“We heard from many property owners who are concerned that the bill, as drafted, may be overbroad and … may sweep in contractors who are engaged in projects that may not have to do with lead paint removal,” said Bellows.
The state Department of Environmental Protection provided written testimony opposing the bill. Among the department’s objections, according to David Burns, director of the Bureau of Remediation and Waste Management, was that the legislation would duplicate the EPA’s enforcement efforts in the state.
“EPA conducts education and outreach, inspections, and enforcement in Maine to bring contractors into compliance with the RRP rule,” wrote Burns.
That assertion is despite the acknowledgment in 2015 by the RRP program’s administrator in the Environmental Protection Agency’s New England office that she doesn’t have enough staff to enforce the law— and neither do other EPA regional offices across the country.
“This is absolutely a national problem, there’s not enough resources to do it adequately,” said Sharon Hayes, manager of the toxics and pesticides program for the regional EPA.
“I’m sure we’re missing cases everywhere, not just Maine,” said Hayes. “We’ve probably had on the order of 20 some-odd cases in all of New England. It’s not a lot, but it’s the best we can do.”
EPA New England Spokesman Dave Deegan provided a statement Wednesday that said the agency’s stepped-up enforcement efforts in 2016 had not yet yielded any legal actions, but that they could.
“EPA has not formally concluded or announced other enforcement actions of lead paint disclosure or RRP requirements since last summer’s efforts in the Lewiston/Auburn area,” wrote Deegan.
During that 2016 initiative, Deegan wrote, “EPA did send Pre-inspection mailings to approximately 400 regulated entities (including plumbers with emphasis on lead in drinking water); EPA completed dozens of inspections to determine compliance with both RRP and Disclosure Rule requirements; and EPA is currently performing appropriate follow up actions on that work, results of which may be announced in the future.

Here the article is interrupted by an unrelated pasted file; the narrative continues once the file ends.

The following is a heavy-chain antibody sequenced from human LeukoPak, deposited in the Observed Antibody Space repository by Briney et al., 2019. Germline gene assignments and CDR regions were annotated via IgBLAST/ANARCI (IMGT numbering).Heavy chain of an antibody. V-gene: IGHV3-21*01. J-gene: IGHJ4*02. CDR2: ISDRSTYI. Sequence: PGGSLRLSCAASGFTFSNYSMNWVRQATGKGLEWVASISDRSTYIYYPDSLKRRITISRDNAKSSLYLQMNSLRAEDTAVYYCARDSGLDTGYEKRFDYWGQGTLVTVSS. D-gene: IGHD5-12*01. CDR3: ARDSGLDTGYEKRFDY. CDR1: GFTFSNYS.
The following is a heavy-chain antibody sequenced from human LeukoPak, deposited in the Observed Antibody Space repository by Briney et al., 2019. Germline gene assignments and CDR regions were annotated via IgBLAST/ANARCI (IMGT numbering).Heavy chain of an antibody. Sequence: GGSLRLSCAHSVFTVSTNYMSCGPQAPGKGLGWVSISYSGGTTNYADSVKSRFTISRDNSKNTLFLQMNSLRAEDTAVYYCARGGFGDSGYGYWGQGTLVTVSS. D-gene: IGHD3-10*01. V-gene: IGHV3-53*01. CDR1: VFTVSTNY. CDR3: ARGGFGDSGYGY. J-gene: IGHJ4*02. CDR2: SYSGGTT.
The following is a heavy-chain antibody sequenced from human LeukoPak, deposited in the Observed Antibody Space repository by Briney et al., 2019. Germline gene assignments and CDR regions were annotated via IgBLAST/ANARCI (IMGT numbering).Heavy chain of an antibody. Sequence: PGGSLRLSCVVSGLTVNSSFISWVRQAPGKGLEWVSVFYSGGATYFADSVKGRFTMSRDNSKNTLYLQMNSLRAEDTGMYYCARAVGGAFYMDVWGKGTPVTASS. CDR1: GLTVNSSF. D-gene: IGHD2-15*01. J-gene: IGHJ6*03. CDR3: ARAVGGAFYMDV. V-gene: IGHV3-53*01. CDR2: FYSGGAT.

“EPA takes our responsibility very seriously to help protect children and the public from lead paint hazards,” concluded Deegan.
But while the EPA has mounted a targeted effort in Lewiston-Auburn, there are lots of areas with lead-contaminated apartments and homes that aren’t seeing EPA enforcement. State experts estimate that there are 276,574 housing units in the state that are contaminated with lead and could potentially poison children.
The committee is scheduled to further consider the bill during a work session on Thursday, March 9, at 1 p.m.
After the public hearing, Libby said he was willing to amend his bill in light of objections.
“I’m going to ask the committee for some more time to work with opponents, advocates and committee members, and ask them not to vote this out” yet, said Libby. “I don’t want a party line vote, I want to take time to build support from committee members.”
To read more of the Center’s reporting on lead poisoning in Maine, click here.